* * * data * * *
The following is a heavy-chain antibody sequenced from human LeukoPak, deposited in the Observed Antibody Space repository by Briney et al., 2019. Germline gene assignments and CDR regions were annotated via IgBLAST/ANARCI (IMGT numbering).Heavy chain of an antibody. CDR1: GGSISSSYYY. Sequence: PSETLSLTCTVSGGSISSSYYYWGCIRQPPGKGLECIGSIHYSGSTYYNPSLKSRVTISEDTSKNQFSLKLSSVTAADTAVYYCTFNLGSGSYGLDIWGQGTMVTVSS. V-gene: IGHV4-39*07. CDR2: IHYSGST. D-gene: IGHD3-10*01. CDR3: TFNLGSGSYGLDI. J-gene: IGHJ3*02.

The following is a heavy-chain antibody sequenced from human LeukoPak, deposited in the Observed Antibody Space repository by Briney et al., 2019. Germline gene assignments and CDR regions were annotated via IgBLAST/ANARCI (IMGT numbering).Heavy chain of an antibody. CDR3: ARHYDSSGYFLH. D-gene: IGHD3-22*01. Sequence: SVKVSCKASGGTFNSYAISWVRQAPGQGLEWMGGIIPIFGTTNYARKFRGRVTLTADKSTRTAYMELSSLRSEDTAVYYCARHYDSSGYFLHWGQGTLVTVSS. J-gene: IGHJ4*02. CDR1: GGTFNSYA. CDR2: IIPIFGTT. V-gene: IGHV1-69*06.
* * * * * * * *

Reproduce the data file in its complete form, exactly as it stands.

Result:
The following is a heavy-chain antibody sequenced from human LeukoPak, deposited in the Observed Antibody Space repository by Briney et al., 2019. Germline gene assignments and CDR regions were annotated via IgBLAST/ANARCI (IMGT numbering).Heavy chain of an antibody. CDR1: GGSISSSYYY. Sequence: PSETLSLTCTVSGGSISSSYYYWGCIRQPPGKGLECIGSIHYSGSTYYNPSLKSRVTISEDTSKNQFSLKLSSVTAADTAVYYCTFNLGSGSYGLDIWGQGTMVTVSS. V-gene: IGHV4-39*07. CDR2: IHYSGST. D-gene: IGHD3-10*01. CDR3: TFNLGSGSYGLDI. J-gene: IGHJ3*02.

The following is a heavy-chain antibody sequenced from human LeukoPak, deposited in the Observed Antibody Space repository by Briney et al., 2019. Germline gene assignments and CDR regions were annotated via IgBLAST/ANARCI (IMGT numbering).Heavy chain of an antibody. CDR3: ARHYDSSGYFLH. D-gene: IGHD3-22*01. Sequence: SVKVSCKASGGTFNSYAISWVRQAPGQGLEWMGGIIPIFGTTNYARKFRGRVTLTADKSTRTAYMELSSLRSEDTAVYYCARHYDSSGYFLHWGQGTLVTVSS. J-gene: IGHJ4*02. CDR1: GGTFNSYA. CDR2: IIPIFGTT. V-gene: IGHV1-69*06.